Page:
"If the Cold War is over, what's the point of being an American?" said Rabbit Angstrom, the protagonist of the John Updike novels. A haunting remark, since, for 40 years, America was largely united on the proposition that our survival depended upon our victory over communism in the Cold War.
We had a cause then. By and large, we stood together through the crises in the first decades of that Cold War — the Berlin blockade, Stalin's atom bomb and the fall of China to Mao, the Korean War, the Hungarian revolution, the Cuban missile crisis, and on into Vietnam. We accepted the conscription of our young men. We accepted wars in Asia, and, if need be, in Europe, to check the Soviet Empire.
Vietnam sundered that unity.
By 1967, the Gene McCarthy-Robert Kennedy wing of the Democratic Party had broken with the Cold War consensus. "We have gotten over our inordinate fear of communism," said Jimmy Carter. The Reagan Republicans and George H. W. Bush would pick up the torch and lead the nation to victory in the last decade of that Cold War that had been a defining cause of the American nation. But when it was over in 1990, America was suddenly at a loss for a new cause to live for, fight for and, if need be, see its sons die for.
Bush 1, after leading a coalition that drove Saddam Hussein out of Kuwait, declared that America's cause would be the building of a "New World Order." But few Americans bought in. Sixteen months after his victory parade up Constitution Avenue, after Bush had reached 90 percent approval, 62 percent of his country's electorate voted to replace him with Bill Clinton or Ross Perot.
Clinton pursued liberal interventionism in the Balkans, leading to 78 days of bombing Serbia, and he regretted not intervening in Rwanda to halt the genocide.
George W. Bush promised a "humble" foreign policy. But 9/11 put an end to that. After driving the Taliban from power and Osama Bin Laden out of Afghanistan, he declared that America's new goal was preventing an "axis of evil" — Iraq, Iran, North Korea — from acquiring nuclear weapons. Then, Bush marched us up to Baghdad. The wars in Afghanistan and Iraq lasted years longer and cost far more in blood and treasure than Bush had anticipated. At the peak of his prestige, like Pope Urban II, Bush declared a global crusade for democracy. This ended like many of the crusades. Democratic elections were won by Hezbollah in Lebanon, Hamas in Gaza and, after the Arab Spring, the Muslim Brotherhood in Egypt.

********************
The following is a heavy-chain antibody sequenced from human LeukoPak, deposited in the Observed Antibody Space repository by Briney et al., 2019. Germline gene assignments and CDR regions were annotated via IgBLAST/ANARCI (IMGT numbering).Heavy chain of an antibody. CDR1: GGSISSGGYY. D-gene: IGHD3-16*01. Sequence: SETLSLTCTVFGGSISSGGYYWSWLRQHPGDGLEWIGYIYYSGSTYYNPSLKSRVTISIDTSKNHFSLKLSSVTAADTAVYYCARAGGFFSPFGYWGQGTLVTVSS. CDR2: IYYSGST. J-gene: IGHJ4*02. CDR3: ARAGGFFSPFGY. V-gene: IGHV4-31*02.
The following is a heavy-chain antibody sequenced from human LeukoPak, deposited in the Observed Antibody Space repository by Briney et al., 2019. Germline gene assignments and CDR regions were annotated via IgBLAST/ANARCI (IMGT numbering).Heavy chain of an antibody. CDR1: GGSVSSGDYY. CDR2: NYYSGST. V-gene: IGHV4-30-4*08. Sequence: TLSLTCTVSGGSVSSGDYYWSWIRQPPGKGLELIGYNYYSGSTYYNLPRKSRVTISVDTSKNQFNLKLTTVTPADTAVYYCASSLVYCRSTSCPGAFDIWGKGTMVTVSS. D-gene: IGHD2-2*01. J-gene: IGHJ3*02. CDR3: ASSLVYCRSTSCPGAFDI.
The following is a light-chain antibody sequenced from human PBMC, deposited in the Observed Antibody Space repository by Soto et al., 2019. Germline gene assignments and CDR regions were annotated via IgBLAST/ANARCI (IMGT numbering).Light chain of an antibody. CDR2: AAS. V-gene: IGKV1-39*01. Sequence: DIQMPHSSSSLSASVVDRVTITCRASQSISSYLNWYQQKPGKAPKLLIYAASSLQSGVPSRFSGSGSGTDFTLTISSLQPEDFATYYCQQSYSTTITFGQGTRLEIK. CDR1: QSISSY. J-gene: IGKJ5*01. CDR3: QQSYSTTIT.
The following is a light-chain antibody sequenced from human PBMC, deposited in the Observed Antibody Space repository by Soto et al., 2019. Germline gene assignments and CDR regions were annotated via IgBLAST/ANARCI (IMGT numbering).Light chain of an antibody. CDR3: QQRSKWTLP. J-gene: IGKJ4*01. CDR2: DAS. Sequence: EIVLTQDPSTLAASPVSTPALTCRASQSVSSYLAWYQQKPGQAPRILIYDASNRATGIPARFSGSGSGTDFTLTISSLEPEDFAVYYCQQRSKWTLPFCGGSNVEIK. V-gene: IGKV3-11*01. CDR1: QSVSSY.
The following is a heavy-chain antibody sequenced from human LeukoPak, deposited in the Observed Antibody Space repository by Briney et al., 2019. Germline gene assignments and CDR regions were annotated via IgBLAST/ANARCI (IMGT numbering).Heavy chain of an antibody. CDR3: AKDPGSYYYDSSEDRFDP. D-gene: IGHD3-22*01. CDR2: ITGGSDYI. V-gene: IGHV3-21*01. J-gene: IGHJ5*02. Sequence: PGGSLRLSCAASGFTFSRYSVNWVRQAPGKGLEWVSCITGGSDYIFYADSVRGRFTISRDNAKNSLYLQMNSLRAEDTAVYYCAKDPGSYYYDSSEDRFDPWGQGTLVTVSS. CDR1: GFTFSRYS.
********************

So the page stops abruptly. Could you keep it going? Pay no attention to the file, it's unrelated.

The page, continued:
Barack Obama promised to end the Bush wars and bring the troops home. And he was rewarded with two terms by a country that has shown minimal enthusiasm for more wars in the Middle East.
Obama is now openly mocking the McCainiacs. "Right now, if I was taking the advice of some of the members of Congress who holler all the time, we'd be in, like, seven wars right now," he told a group of veterans and Gold Star mothers of slain U.S. soldiers.
This reluctance to begin wars or intervene in wars — be it in Syria, Iraq, Iran, Ukraine — seems to comport with the wishes of the country. And this new reality raises serious questions.
What is America's cause today? What is our mission in the world? For what end, other than defending our citizens, vital interests and crucial allies, would we be willing to send a great army to fight — as we did in Korea, Vietnam, Kuwait, Iraq and Afghanistan?
Are all the global causes of Bush I, Clinton, Bush II over?
Where is the coherence, the consistency, of U.S. policy in the Middle East that should cause us to draw red lines, and fight if they are crossed?
If our belief in democracy demands the ouster of the dictator Assad in Damascus, how can we ally with the theocratic monarchy in Riyadh, the Sunni king sitting atop a Shiite majority in Bahrain, and the Egyptian general on his throne in Cairo, who took power in a military coup against a democratically elected Muslim government?
Other than supporting Israel, maintaining access to Gulf oil and resisting ISIS and al-Qaida, upon what do Americans agree?
Henry Kissinger seeks a restoration of the crumbling strategic architecture. Neocons and interventionist liberals want to confront Russia and Iran. Reluctant interventionists like Obama, Donald Trump and Bernie Sanders think we should stay out of other wars there.
"When a people is divided within itself about the conduct of its foreign relations, it is unable to agree on the determination of its true interests," wrote Walter Lippmann at the climax of World War II: "Thus, its course in foreign policy depends, in Hamilton's words, not on reflection and choice but on accident and force."
America is a nation divided, not only upon the means we should use to attain our ends in the world, but upon the ends themselves.
(Syndicated columnist Pat Buchanan has been a senior advisor to three presidents, twice a candidate for the Republican presidential nomination and the presidential nominee of the Reform Party in 2000. He won the New Hampshire Republican Primary in 1996.)
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